LESSON 2

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    LECTURE:-

     

    1. What, how and for whom to produce?

     

    This is the main question which circulates the mind of every producer, and yes you guessed it right! It’s largely thanks to the scarcity of resources. Since resources aren’t abundantly available, this question becomes all the more important.

     

    -What to produce: Of course, using a few inputs, various outputs can be produced. For example I can use wood to make paper and I can also use it to make fence. So then what should I produce? This involves choosing which wants to satisfy.

     

    -How to produce: The best and most effecient ways of production should be used to ensure to that the costs are low plus the wastage is minimum. For example a producer may have to decide whether to employ more labour or more capital. He’ll then make his choice by weighing the two options.

     

    – For whom to produce: When the question of what to produce and how to produce have been answered a final problem remains. Because of scarcity not every person’s wants can be satisfied so it must be decided whose wants to satisfy. In other words, it must be decided who gets the goods and services that have been made.

     

    1. Market systems:

     

    – Free market systems

     

    This is the market system which relies upon the producers and the consumers to make the decisions about what, how and for whom to produce. Government doesn’t intervene.

     

    Advs:

    1. i) The free market system responds quickly to people’s wants. If people want a good or service for which they can pay, it becomes profitable to make it and resources are quickly sent to the market to produce such goods and services

     

    1. ii) The market produces a wide variety of goods and services to meet consumer’s wants.

     

    iii) The market system encourages the use of new and better methods and machines to produce goods and services, since the producers want to keep the cost of production low and make it efficient.

     

    1. iv) The market system relies on producers and consumers to decide what, how and for whom to produce and so there is no need to go to the expense of employing a group of people to take these decisions.

     

    Dis Advs:

     

    1. i) Factors of production will be employed only if it is profitable to do so, since profit making is the main agenda of producers in a free-style market economy. For example labour is just another factor of production, and one reason why some people are unemployed today is that it is not profitable to employ them.

     

    1. ii) The free market can fail to provide certain goods and services. For example those goods which have more social benefits* then private benefits* (*we will study these terms later on). Such goods include street lights, military force etc.

     

    iii) The free market may encourage the consumption of harmful goods. Once again the greediness of the producers to earn more profit may encourage them to sell harmful goods wanted by the public. Examples include cigarette, heroin etc.

     

    1. iv) The social effects of production may be ignored. Such social effects include pollution of air, water, land and noise. The producers only care about the profit that they have to make and so they hardly care about the environment around them. For example they don’t care about the emissions from their plants which may cause pollution.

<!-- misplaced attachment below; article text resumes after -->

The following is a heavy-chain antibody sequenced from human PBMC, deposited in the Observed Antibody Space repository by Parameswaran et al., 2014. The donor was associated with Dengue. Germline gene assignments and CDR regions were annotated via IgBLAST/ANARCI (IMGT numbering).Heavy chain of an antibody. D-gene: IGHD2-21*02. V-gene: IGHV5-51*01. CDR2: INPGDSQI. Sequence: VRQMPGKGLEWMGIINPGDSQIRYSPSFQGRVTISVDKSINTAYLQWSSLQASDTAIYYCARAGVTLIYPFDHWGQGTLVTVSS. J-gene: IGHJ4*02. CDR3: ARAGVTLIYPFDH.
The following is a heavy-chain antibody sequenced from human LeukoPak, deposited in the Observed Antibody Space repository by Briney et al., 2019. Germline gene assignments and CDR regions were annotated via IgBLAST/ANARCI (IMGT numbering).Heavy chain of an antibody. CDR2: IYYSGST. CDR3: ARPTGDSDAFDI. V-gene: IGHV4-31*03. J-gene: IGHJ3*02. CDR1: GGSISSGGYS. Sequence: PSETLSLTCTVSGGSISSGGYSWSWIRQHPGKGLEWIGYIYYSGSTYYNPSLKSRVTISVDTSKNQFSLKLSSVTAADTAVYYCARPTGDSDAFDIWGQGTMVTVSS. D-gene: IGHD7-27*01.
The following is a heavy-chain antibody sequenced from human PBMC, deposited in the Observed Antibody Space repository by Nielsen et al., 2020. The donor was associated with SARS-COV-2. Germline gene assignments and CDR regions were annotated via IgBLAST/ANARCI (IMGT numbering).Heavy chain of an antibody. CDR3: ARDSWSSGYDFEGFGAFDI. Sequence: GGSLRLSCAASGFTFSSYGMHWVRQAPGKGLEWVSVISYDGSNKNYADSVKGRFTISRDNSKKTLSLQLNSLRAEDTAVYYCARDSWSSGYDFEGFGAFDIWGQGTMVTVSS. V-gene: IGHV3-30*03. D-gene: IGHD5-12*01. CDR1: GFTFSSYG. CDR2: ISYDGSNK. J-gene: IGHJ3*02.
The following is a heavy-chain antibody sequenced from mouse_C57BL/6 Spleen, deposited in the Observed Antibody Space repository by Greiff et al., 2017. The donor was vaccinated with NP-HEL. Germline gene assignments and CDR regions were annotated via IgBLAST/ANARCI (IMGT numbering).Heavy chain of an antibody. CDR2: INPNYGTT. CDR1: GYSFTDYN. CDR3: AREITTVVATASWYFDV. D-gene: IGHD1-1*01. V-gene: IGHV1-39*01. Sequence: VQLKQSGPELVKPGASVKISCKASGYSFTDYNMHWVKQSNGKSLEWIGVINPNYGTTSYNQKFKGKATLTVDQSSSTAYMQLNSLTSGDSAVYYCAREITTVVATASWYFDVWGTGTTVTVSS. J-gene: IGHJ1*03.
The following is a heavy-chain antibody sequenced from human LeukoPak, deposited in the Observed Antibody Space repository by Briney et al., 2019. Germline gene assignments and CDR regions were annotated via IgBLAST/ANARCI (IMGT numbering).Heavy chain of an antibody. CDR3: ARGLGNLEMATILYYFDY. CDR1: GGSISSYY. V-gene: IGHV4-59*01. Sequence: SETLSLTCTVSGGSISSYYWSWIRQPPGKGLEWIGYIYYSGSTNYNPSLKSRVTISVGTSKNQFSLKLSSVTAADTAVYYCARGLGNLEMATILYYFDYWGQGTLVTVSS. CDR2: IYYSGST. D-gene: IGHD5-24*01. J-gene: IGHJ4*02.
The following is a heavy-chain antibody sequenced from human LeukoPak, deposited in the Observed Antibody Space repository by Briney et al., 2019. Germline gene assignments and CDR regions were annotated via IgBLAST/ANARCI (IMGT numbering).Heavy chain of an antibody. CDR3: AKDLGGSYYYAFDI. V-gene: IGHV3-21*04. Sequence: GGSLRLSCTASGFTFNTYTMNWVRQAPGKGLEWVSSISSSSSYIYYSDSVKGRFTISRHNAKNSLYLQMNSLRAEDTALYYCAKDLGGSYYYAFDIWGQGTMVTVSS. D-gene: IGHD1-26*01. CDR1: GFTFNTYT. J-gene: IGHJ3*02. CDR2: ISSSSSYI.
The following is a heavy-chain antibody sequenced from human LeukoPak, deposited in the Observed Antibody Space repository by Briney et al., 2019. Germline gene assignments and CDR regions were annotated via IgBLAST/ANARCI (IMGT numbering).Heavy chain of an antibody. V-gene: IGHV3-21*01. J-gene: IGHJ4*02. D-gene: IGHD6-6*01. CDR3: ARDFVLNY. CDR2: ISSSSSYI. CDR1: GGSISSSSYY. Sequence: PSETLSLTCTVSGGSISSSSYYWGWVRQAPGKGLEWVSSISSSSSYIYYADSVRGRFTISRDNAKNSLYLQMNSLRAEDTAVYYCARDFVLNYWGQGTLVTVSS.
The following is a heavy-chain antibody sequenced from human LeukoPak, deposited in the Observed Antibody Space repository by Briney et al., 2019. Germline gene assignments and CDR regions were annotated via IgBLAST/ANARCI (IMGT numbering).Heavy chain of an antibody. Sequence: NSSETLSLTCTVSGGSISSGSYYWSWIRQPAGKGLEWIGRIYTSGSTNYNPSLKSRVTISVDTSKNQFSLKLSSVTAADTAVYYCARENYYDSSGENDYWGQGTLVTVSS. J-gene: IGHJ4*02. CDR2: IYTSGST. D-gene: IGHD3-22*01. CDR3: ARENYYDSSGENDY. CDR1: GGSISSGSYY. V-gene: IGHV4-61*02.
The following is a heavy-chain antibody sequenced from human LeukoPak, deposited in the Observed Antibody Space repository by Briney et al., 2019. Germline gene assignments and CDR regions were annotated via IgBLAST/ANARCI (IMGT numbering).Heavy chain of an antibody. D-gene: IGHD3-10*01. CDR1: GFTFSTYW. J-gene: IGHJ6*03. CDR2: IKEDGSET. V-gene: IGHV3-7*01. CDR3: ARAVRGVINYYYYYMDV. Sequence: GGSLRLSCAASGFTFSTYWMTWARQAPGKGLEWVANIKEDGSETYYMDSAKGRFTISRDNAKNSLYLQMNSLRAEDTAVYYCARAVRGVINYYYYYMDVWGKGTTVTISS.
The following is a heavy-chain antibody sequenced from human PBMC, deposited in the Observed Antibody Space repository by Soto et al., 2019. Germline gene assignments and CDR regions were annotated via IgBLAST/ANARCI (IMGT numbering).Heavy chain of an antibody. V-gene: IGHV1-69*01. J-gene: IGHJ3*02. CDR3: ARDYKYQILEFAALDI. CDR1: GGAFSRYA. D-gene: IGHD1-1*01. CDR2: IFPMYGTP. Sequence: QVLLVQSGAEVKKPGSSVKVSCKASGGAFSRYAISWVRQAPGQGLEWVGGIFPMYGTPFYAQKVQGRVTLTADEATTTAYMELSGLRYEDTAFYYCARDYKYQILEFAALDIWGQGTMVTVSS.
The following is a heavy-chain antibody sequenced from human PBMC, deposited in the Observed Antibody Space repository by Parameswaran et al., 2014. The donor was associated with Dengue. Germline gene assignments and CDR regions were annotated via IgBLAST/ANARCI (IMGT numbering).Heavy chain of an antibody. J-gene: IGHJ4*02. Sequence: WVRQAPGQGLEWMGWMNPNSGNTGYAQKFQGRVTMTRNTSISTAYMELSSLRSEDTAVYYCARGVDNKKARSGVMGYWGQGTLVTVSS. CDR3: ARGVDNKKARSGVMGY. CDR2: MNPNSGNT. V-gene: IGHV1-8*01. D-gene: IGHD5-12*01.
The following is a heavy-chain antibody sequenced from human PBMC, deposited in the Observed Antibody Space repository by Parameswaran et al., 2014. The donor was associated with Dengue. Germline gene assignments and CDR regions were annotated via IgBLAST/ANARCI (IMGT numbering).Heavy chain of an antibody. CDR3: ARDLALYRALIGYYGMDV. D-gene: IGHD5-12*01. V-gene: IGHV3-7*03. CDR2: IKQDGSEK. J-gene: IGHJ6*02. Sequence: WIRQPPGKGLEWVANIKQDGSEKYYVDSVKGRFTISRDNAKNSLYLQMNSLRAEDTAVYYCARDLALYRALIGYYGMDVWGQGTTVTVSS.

1. Mixed economic system

     

    In this system, the government planning is combined with the free market economic system.

     

    Why have a mixed economic system?

     

    1. i) Market economies experience high unemployment sometimes because it may not be profitable to employ people. In a mixed economy if there is unemployment the government may be able to create jobs for those people out of work, by employing them in their own offices and factories.

     

    1. ii) Public goods, such as defense, law and order is not provided by the private firms. Government can provide these public goods and raise money by taxing people’s income and spending.

     

    iii) Government also provides merit goods such as health and education for free/low costs.

     

    1. iv) In a mixed economy, a government may be able to stop people for consuming harmful goods by making them illegal, for example hard drugs.

     

    1. v) A government may use laws or high taxes and fines on firms to try and prevent them from unfair practices or polluting the environment.

     

    1. vi) Planning gives the government the power to give goods and services and , or more money, to the people that it think needs them.

     

     

     

    QUESTION/ANSWER SESSION:

     

    Q1. Name a country which is closer to the free market economic system?

     

    Ans. Singapore is one of the those rare countries which are more inclined towards the free market economic system. Their market largely works on consumer demand, and they are also trying to promote this system on a global level. That probably explains why it has a free port!

     

    Q2. Why is a Government better placed to provide such resources to the population, which private firms hesitate to provide?

     

    Ans. A mixed economy attempts to overcome the disadvantage of a market economic system by using government intervention to control or regulate different markets. Government ownership of some of the scarce resources allows it produce goods and services for those people it thinks deserves them. However, if a government provides goods and services it covers up the cost of doing do by raising taxes from people and firms. Private firms do not usually enjoy a liberty as large as that of the government. That is why government is better placed to run such a system.

     

     

    FOR Further reading:

     

    Read Chapter 3 of the  Book ‘Economics by Brian Titley’